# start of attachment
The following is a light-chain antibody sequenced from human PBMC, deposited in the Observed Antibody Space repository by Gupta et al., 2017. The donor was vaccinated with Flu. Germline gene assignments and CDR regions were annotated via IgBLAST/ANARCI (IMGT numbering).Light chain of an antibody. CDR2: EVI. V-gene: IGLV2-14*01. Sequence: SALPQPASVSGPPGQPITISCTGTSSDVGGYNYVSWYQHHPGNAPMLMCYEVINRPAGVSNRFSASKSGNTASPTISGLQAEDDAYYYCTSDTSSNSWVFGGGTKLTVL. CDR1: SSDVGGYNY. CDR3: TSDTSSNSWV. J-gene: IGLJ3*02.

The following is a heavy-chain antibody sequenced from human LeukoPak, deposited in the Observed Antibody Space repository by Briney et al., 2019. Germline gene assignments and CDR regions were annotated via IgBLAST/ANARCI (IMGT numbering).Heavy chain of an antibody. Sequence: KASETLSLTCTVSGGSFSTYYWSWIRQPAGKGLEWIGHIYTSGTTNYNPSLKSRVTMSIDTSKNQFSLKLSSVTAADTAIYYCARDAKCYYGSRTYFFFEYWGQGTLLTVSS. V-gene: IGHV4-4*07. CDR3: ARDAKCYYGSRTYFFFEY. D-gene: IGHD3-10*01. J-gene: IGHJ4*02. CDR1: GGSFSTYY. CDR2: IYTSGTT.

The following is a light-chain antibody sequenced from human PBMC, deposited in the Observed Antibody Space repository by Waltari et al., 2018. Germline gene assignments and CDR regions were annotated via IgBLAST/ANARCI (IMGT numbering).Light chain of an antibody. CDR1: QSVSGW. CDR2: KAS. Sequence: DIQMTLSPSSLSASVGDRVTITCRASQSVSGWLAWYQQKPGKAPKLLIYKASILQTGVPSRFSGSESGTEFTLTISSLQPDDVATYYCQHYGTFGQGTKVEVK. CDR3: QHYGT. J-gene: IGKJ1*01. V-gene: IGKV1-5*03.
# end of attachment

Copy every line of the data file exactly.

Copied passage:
The following is a light-chain antibody sequenced from human PBMC, deposited in the Observed Antibody Space repository by Gupta et al., 2017. The donor was vaccinated with Flu. Germline gene assignments and CDR regions were annotated via IgBLAST/ANARCI (IMGT numbering).Light chain of an antibody. CDR2: EVI. V-gene: IGLV2-14*01. Sequence: SALPQPASVSGPPGQPITISCTGTSSDVGGYNYVSWYQHHPGNAPMLMCYEVINRPAGVSNRFSASKSGNTASPTISGLQAEDDAYYYCTSDTSSNSWVFGGGTKLTVL. CDR1: SSDVGGYNY. CDR3: TSDTSSNSWV. J-gene: IGLJ3*02.

The following is a heavy-chain antibody sequenced from human LeukoPak, deposited in the Observed Antibody Space repository by Briney et al., 2019. Germline gene assignments and CDR regions were annotated via IgBLAST/ANARCI (IMGT numbering).Heavy chain of an antibody. Sequence: KASETLSLTCTVSGGSFSTYYWSWIRQPAGKGLEWIGHIYTSGTTNYNPSLKSRVTMSIDTSKNQFSLKLSSVTAADTAIYYCARDAKCYYGSRTYFFFEYWGQGTLLTVSS. V-gene: IGHV4-4*07. CDR3: ARDAKCYYGSRTYFFFEY. D-gene: IGHD3-10*01. J-gene: IGHJ4*02. CDR1: GGSFSTYY. CDR2: IYTSGTT.

The following is a light-chain antibody sequenced from human PBMC, deposited in the Observed Antibody Space repository by Waltari et al., 2018. Germline gene assignments and CDR regions were annotated via IgBLAST/ANARCI (IMGT numbering).Light chain of an antibody. CDR1: QSVSGW. CDR2: KAS. Sequence: DIQMTLSPSSLSASVGDRVTITCRASQSVSGWLAWYQQKPGKAPKLLIYKASILQTGVPSRFSGSESGTEFTLTISSLQPDDVATYYCQHYGTFGQGTKVEVK. CDR3: QHYGT. J-gene: IGKJ1*01. V-gene: IGKV1-5*03.